Published on 24 January 2024
Researchers have launched a multi-centre clinical trial to investigate a new treatment for preventing diabetes complications in people with type 1 diabetes.
The collaboration between the University of Sunderland, in partnership with St Andrews University and the University of Leeds, pulls together world-leading expertise from across the UK to uncover key biological mechanisms underpinning the origins of blood vessel disease and to test new innovative treatments to halt their progression.
The study has received £400K from national charity Diabetes UK and will start to recruit research participants this year.
People living with type 1 diabetes are at a higher risk of developing vascular problems where blockages (blood clots) in the blood vessels limit the flow of blood causing heart attacks and strokes. The research team have previously shown that reduced breakdown of blood clots in people increases the risk of heart attacks and strokes. The team’s preliminary research, in part funded by Sunderland’s Quality-Related (QR) research funding, has identified that lower blood magnesium levels are associated with reduced blood clot breakdown and that low levels of blood magnesium are common in people with type 1 diabetes.
Dr Matthew Campbell, Principal Investigator in Human Metabolism in the Faculty of Health Sciences and Wellbeing is leading the University of Sunderland component of the study and explained: “Although we know that low blood magnesium levels are linked to blood vessel disease we don’t yet know why. This study will help to expose the mechanisms linking blood magnesium levels and blood vessel disease and establish whether prescribing magnesium supplements can help to reduce the risk of this disease. This bench-to-bedside research has the potential to accelerate the development of new low-cost and safe treatments for people with type 1 diabetes.”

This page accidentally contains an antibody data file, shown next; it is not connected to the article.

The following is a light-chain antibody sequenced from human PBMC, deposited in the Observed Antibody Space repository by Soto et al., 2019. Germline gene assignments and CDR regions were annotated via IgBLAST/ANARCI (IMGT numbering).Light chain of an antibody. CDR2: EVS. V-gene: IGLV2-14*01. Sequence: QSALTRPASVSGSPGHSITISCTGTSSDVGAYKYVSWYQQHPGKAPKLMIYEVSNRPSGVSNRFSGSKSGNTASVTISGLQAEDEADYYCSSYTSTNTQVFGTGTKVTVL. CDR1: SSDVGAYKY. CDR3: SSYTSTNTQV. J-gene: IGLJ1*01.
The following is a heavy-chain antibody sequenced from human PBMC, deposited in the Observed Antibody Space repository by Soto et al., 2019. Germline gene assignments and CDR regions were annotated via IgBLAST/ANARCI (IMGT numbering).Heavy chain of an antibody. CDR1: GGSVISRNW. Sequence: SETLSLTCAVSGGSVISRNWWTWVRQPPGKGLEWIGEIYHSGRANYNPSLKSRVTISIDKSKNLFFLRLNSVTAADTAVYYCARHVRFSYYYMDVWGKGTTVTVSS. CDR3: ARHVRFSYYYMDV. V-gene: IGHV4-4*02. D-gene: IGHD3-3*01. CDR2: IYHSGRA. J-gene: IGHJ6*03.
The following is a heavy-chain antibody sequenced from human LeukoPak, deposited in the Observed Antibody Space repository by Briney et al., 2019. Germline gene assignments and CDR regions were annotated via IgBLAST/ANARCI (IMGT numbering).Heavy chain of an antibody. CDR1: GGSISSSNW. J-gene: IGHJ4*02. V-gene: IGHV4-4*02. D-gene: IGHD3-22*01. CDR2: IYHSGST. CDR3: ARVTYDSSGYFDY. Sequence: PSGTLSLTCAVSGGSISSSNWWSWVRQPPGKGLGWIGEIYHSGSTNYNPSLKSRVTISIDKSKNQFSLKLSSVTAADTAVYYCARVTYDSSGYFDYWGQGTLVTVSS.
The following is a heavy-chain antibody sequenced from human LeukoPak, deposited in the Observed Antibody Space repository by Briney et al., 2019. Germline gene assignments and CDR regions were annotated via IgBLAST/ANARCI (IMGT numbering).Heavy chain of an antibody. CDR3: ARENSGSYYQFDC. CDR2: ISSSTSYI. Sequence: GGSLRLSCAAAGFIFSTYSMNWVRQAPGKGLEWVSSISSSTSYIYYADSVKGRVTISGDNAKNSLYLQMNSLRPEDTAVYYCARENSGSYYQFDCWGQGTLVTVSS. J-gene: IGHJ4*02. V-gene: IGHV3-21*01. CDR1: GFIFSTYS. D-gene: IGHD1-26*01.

Dr Campbell who has published extensively in the area of diabetes and vascular disease says that if the work shows that magnesium supplementation reduces the risk of blood clot formation by making the clot easier to break down, testing blood magnesium status and providing supplements to those with low magnesium levels could become part of routine clinical care in the near future.
He added: “We are delighted that Diabetes UK have funded this study which acknowledges the urgent unmet clinical need we intend to address and illustrates a significant return on University investment”.
Dr Faye Riley, Research Communications Manager at Diabetes UK, said: “Every week in the UK, diabetes leads to 590 heart attacks and 770 strokes, stressing the urgent need for new and improved treatments to protect people with diabetes from its devastating complications.
“We’re proud to be funding this important trial, which could help us find a novel and simple treatment that tackles blood clots in people with type 1 diabetes, to help prevent heart attacks and strokes and save lives.”